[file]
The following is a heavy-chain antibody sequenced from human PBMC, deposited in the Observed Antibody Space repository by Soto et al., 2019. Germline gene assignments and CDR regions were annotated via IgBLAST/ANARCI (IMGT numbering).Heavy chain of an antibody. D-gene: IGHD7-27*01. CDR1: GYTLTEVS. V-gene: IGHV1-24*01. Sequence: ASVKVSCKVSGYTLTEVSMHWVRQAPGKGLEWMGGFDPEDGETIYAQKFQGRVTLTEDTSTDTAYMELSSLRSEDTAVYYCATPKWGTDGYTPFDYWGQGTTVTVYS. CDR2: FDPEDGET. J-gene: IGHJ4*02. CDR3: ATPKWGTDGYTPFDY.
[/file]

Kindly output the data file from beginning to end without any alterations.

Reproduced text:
The following is a heavy-chain antibody sequenced from human PBMC, deposited in the Observed Antibody Space repository by Soto et al., 2019. Germline gene assignments and CDR regions were annotated via IgBLAST/ANARCI (IMGT numbering).Heavy chain of an antibody. D-gene: IGHD7-27*01. CDR1: GYTLTEVS. V-gene: IGHV1-24*01. Sequence: ASVKVSCKVSGYTLTEVSMHWVRQAPGKGLEWMGGFDPEDGETIYAQKFQGRVTLTEDTSTDTAYMELSSLRSEDTAVYYCATPKWGTDGYTPFDYWGQGTTVTVYS. CDR2: FDPEDGET. J-gene: IGHJ4*02. CDR3: ATPKWGTDGYTPFDY.